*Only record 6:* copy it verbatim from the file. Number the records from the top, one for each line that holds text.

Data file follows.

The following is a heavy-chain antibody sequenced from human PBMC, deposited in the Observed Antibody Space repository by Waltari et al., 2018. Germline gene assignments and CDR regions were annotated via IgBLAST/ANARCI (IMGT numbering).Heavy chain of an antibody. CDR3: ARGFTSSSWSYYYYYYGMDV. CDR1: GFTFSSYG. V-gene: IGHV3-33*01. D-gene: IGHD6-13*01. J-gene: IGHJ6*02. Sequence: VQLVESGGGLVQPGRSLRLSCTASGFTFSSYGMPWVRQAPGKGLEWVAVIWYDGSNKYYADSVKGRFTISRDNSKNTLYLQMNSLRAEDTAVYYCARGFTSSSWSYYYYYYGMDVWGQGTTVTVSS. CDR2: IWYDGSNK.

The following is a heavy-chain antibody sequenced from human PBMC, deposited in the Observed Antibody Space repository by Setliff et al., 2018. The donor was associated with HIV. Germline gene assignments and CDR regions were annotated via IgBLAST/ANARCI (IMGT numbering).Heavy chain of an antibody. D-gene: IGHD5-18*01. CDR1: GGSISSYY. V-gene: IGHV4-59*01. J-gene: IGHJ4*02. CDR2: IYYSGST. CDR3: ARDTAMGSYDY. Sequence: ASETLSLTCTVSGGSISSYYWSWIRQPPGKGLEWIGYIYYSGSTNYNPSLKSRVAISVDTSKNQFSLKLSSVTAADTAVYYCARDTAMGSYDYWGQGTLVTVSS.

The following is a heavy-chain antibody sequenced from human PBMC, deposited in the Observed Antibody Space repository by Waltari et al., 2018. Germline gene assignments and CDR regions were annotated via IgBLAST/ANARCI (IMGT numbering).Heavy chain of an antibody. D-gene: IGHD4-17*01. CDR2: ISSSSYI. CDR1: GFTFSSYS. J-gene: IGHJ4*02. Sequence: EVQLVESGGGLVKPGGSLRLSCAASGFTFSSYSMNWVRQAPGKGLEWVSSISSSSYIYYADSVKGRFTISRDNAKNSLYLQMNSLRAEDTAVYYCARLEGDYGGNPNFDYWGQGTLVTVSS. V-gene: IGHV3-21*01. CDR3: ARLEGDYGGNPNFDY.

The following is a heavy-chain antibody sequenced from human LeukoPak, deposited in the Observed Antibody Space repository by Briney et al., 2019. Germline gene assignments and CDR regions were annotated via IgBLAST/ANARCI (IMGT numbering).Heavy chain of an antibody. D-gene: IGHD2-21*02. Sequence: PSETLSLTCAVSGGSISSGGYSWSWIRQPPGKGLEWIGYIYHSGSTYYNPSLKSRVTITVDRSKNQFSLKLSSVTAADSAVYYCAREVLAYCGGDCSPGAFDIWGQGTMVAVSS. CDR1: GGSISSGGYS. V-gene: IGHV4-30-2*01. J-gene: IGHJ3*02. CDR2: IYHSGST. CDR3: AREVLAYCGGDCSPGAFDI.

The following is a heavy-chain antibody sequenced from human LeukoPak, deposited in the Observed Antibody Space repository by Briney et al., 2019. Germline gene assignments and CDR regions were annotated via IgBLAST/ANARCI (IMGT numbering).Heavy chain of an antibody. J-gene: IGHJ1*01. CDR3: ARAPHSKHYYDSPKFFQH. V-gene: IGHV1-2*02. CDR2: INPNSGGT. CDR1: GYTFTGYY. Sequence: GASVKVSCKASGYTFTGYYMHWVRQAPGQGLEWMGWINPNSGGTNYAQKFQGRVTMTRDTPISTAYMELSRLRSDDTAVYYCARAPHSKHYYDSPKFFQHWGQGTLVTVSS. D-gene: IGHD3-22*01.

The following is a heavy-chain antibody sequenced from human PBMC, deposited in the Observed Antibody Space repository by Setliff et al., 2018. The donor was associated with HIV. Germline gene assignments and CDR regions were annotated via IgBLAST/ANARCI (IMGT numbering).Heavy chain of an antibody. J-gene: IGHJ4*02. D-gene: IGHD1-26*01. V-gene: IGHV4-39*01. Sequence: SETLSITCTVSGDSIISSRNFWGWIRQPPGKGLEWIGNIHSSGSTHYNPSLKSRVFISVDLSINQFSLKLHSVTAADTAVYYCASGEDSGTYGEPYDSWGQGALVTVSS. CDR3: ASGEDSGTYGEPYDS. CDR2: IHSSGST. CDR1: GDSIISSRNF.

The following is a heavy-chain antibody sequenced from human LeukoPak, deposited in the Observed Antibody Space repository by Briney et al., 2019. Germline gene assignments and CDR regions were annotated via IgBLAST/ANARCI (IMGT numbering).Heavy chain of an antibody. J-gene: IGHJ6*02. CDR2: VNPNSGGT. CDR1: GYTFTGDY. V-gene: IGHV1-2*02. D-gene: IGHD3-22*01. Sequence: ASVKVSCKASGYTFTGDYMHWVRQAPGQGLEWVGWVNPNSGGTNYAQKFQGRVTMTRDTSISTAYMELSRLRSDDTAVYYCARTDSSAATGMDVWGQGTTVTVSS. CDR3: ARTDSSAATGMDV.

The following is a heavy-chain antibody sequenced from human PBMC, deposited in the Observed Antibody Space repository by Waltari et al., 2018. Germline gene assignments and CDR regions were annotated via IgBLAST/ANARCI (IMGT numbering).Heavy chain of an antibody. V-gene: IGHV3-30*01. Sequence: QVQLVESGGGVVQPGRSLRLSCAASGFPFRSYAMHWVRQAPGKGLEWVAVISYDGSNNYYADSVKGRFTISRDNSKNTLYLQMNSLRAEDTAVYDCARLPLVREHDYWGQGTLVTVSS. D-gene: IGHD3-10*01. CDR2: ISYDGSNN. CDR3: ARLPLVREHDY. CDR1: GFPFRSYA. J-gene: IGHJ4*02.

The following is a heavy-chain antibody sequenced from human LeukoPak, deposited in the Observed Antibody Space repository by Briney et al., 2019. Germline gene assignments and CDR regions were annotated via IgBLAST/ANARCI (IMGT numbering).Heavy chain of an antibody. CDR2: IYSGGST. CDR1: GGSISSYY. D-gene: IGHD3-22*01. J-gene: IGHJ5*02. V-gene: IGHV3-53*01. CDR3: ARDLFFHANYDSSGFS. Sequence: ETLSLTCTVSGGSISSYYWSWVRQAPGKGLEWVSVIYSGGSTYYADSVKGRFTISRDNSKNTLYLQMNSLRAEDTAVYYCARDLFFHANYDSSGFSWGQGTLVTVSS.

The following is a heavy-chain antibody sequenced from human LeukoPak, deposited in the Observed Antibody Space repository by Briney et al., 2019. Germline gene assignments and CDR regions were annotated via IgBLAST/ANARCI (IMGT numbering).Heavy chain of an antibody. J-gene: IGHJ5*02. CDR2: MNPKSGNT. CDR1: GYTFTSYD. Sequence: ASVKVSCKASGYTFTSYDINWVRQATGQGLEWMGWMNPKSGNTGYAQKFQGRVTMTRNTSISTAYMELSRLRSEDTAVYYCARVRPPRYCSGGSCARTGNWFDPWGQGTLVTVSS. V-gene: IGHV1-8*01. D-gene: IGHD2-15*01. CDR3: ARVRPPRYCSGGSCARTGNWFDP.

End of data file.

The following is a heavy-chain antibody sequenced from human PBMC, deposited in the Observed Antibody Space repository by Setliff et al., 2018. The donor was associated with HIV. Germline gene assignments and CDR regions were annotated via IgBLAST/ANARCI (IMGT numbering).Heavy chain of an antibody. J-gene: IGHJ4*02. D-gene: IGHD1-26*01. V-gene: IGHV4-39*01. Sequence: SETLSITCTVSGDSIISSRNFWGWIRQPPGKGLEWIGNIHSSGSTHYNPSLKSRVFISVDLSINQFSLKLHSVTAADTAVYYCASGEDSGTYGEPYDSWGQGALVTVSS. CDR3: ASGEDSGTYGEPYDS. CDR2: IHSSGST. CDR1: GDSIISSRNF.